The shutdown is the story of the moment. It has the danger of hostage taking. It has bitter, testosterone-driven conflict. It has human interest because real people are indeed getting hurt, some of them badly, like the kids thrown out of Head Start. It has suspense because no one knows how or when it will end. But there are also other real things going on in the real world that have huge consequences for, yes, real people -- and the media shouldn't ignore those other stories.
I don't want to minimize the danger of the shutdown and the debt ceiling fights at all. The House Republicans really are crazy enough to blow up the economy. And Obama could, as Damon Silvers points out in his terrific piece in the AFL-CIO blog, could go along with the Wall Street bait and switch of a grand bargain that they designed to benefit them -- the "grand bargain" that would cut the benefits of people who earned them through a lifetime of work and who, for the most part, very much need them. But what makes me craziest about this entire shutdown-a-palooza BS is this: While D.C. policymakers and the media obsess about hostage-taking absurdities forced on us by a Republican House with no other agenda than to destroy, we are ignoring the biggest and most fundamental economic issues that will determine the future of our country. Sooner or later the Republicans will fold because they will simply have to, because, as we learned in the Clinton White House in 1995, the party that hates government will be blamed for shutting it down -- it doesn't matter how many phony legislative gestures they make, the American people will see through it and place blame where blame belongs. But even after they inflict all that pain on themselves and fold like a cheap suit, giving all kinds of political benefits to us Democrats in the process and making us all happy, we will still have the Wall Street bankers on top of the world, and low-wage working poor on the bottom.
The good news is that there are signs that both the Wall Street guys and the working poor might have their worlds changed just a bit. In both cases it is all about the political pressure the progressive movement is providing.
In case you missed it, JP Morgan Chase is in a tense round of negotiations with the DOJ over a rap sheet as long as your arm. Eric Holder was paid a special visitation by the grand CEO himself, Jamie Dimon, who offered to settle on the cheap (a mere $3 billion to settle crimes that cost the rest of us so much more than that) and with no admission of wrong-doing. Holder, miracle of miracles, turned him down cold. While we don't yet know where the final negotiations will end up, Chase will almost certainly end up paying far more than that, and having to admit wrong-doing, opening them up to future lawsuits. And if this happens, other banks will be under to pressure to negotiate settlements for their crimes as well.
Meanwhile, the state of New York is suing Wells Fargo for not following the terms of the weak settlement they had agreed to on the robosigning cases. And the big banks in general are feeling more and more heat from a combination of the SEC, key judges, and prosecutors. We are still a thousand miles from where we should be on justice for the big banks whose fraud and wanton gambling stole the economic well-being of most of us, but the early shoots of a spring of Wall Street accountability do seem to popping up.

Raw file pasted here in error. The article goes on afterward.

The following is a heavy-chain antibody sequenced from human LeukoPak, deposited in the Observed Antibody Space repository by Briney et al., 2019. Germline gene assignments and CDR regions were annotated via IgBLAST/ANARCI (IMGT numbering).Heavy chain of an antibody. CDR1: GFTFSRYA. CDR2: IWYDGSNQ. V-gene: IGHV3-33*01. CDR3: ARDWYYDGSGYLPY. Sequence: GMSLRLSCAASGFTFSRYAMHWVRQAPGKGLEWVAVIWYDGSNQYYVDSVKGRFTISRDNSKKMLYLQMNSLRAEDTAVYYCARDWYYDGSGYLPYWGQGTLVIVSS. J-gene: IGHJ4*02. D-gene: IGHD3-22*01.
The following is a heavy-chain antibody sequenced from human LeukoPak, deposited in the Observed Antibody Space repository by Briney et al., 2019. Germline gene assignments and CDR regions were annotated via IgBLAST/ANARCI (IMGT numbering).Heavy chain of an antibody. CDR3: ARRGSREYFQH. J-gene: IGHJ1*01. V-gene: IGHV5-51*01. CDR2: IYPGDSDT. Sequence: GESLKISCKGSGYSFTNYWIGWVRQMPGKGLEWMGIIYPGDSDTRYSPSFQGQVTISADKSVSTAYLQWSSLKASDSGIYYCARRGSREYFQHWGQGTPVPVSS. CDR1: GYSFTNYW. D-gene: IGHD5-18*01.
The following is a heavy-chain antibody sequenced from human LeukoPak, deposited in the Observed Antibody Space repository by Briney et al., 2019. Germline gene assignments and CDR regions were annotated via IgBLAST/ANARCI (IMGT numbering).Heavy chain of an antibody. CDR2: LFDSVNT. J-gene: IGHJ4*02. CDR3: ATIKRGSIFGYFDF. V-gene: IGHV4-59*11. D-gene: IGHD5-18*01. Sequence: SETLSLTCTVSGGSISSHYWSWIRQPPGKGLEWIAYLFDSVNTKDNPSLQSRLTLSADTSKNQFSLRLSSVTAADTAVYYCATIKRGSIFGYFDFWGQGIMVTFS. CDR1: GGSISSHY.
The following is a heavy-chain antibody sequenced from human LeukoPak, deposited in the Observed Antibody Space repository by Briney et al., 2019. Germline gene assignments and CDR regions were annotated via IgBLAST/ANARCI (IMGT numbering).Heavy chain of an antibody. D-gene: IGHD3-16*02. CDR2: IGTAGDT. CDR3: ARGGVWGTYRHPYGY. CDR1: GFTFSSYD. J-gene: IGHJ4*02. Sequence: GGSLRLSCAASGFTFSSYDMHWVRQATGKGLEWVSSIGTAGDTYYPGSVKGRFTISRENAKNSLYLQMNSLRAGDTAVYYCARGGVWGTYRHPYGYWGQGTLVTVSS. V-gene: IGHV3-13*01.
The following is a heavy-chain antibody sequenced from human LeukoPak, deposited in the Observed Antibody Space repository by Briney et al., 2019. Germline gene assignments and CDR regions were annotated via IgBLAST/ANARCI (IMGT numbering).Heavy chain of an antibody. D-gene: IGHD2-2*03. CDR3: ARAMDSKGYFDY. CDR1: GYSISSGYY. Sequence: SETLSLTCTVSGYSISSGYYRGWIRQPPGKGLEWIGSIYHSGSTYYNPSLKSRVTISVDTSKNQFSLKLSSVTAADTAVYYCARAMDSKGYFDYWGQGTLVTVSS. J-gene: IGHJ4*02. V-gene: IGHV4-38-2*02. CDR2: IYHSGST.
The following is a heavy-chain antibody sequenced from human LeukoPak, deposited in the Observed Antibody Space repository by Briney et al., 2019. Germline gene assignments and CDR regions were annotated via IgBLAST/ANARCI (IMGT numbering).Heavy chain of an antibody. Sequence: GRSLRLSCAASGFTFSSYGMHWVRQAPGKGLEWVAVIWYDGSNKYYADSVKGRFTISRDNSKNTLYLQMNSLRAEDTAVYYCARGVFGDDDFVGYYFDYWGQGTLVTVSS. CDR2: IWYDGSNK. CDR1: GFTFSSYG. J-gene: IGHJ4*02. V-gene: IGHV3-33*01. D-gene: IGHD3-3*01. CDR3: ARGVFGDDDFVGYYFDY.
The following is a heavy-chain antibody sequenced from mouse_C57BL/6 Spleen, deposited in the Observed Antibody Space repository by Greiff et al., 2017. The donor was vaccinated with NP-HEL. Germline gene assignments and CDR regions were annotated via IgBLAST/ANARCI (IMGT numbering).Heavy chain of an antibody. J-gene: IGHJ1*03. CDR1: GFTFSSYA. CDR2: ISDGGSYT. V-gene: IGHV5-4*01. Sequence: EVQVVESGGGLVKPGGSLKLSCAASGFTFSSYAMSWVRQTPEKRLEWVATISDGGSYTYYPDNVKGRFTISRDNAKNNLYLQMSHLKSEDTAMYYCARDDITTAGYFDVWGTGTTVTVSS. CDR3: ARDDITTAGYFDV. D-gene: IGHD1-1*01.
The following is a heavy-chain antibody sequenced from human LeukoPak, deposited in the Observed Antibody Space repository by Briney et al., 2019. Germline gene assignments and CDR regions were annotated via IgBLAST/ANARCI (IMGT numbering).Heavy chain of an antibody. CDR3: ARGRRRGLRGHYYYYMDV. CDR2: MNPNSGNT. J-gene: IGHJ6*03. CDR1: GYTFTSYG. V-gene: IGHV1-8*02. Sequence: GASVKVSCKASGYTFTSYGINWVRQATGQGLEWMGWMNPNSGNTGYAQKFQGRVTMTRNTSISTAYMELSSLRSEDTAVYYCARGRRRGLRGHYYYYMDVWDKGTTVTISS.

Why is all this happening right now after years of big bank-coddling? It's the never-say-die political pressure of so many housing and fair banking activists from all over the country who have built a movement that is finally starting to deliver something, and it is the brilliant and relentless leadership of Elizabeth Warren and other great political leaders. All of this is making administration officials like Eric Holder, and the bankers themselves for that matter, keep looking over their shoulder and make concessions to that pressure.
And speaking of movements, let's talk about the other end of the scale from the wealthiest bankers on Wall Street: the working poor. Poor because they get paid so damn little for grueling, thankless work that bankers would never allow even their least favorite children to do. Over the last several months, we have seen more and more organizing action by low wage workers, from Wal-Mart workers to fast food workers. Last week, low wage workers who work for federal contractors did an amazing rally at the gates of the White House demanding that President Obama sign a long overdue executive order that would raise their wages. Meanwhile, over 30 members of the House and Senate sent Obama a letter demanding the same thing. For a president who spends a ton of time talking about income inequality and getting wages to rise, it is astonishing and terribly disappointing to me that the president in five years has done nothing on this executive order -- an executive order that he promised labor leaders he would sign way back in 2007 when he was first running for president. But with workers speaking up for themselves, and with members of Congress now backing them, the tide may be turning here as well.
The shutdown shenanigans by the crazy Republicans is the big story of the moment, which is understandable because the stakes are so high and the drama is so real. I hope and believe that Democrats will decisively win this showdown, just like we did in the '90s. But over the long run, the drama over what happens to the most powerful in society, who have been unaccountable for so long, and what happens -- as Jesus would put it -- to "the least of these" is the drama that will define our society for the rest of the 21st century.